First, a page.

Pandeia got a moment of Ásgeir’s Trausti busy schedule after he finished playing at Skanderborg Festival (Smukfest) in Denmark, and right before he flew off to his home in Iceland.
Despite Ásgeir Trausti’s young age of 21 and his relatively short career, he is one of Iceland’s biggest stars at the moment and is a long way into his international career. This summer he made a quick stop at Skanderborg’s lively music festival located in Denmark to play his music.
What is unusual about this young singer is that his father writes some of his lyrics and he did not really sing in public before he became famous.
His sudden and unexpected popularity came about when Ásgeir met a record producer in Iceland and for fun they decided to record a few of his songs. Ásgeir said: “One day I simply met Kiddi, our soundman, and gave him some songs I had recorded and we started playing around with the recording. And a few weeks later we sent a couple of them to the radio, and that is how the ball started rolling”.
“It just exploded in 2012 and I decided to dedicate myself to it for some time.”
Ásgeir never planned to play to more than for himself. “I never really planned to play music in front of other people or become a musician at all, I only wrote for myself. I have been playing since I was 6-year old but I never thought I would take my music further, publish it or play it in front of other people.”
Before Ásgeir knew it, he was well-known in Iceland, held an international record deal in his hand and was starting to prepare himself to leave Iceland to tour around the world. He describes his doubts and feelings on how he was not (in any way) ready for this journey:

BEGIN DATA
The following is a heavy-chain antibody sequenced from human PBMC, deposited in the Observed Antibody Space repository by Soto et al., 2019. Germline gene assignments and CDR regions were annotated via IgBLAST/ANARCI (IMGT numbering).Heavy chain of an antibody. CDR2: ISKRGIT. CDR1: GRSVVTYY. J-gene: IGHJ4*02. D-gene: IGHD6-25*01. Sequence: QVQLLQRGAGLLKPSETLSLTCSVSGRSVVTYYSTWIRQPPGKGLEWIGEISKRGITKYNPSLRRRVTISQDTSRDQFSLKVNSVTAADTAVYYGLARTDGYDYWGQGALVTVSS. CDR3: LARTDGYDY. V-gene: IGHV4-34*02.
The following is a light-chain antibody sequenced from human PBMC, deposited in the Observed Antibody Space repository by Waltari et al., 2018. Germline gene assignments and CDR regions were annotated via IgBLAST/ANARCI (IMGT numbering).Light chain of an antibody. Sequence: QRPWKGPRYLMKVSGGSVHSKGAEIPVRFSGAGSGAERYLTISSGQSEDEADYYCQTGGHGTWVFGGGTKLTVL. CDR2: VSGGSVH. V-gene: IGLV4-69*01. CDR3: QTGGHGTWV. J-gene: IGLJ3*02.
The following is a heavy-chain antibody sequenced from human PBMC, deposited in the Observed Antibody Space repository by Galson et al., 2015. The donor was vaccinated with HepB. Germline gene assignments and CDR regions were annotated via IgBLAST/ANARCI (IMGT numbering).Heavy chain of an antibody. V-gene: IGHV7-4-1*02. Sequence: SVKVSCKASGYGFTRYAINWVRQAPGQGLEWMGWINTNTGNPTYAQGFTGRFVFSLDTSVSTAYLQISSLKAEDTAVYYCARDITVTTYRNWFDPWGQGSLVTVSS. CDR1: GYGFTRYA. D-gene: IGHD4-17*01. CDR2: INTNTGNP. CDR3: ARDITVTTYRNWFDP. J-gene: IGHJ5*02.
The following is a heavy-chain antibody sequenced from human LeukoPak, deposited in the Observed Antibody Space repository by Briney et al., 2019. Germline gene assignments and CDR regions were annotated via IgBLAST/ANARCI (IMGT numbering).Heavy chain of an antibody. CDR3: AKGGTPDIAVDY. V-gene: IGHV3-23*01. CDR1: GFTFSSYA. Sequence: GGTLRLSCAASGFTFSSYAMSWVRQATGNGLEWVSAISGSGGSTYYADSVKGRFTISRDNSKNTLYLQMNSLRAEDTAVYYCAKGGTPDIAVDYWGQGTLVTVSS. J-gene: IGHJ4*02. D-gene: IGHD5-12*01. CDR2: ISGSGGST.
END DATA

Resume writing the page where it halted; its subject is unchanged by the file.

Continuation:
“I had never actually sung in front of people before, and therefore I had absolutely no experience. So I jumped into the deep end with this without being ready for it at all. I knew it would be very difficult for the first few months, the first years – it still is difficult.”
Today his band has become well-known in the Nordic countries, Europe, Japan and Australia, and is making a break into the American market. “It is at the starting stage in the U.S.,” said Ásgeir modestly, despite having had two successful tours and a newly published record there.
He emphasises this is still all very new to him, “it takes time to learn and get into the whole thing and it is still all very new to me: even though we have now played more than 300 concerts I am still getting used to the whole idea.”
Ásgeir mentions that he is very self-critical on his performance on stage and he has a hard time feeling satisfied with his performance; he describes feeling nervous before entering stage every time. “I used to think that having a glass of red wine before going on stage would fix my nerves, but somehow it did not do the trick so now I result in having a cup of tea before going on stage with my buddies and having a chat with them.”
Despite Ásgeir’s stage fright his focus is still on his music and the crowds experience for every concert. It is important to stay focused he said: “it is important for you to find your place before going to stage, it is a mindset you need to get into.”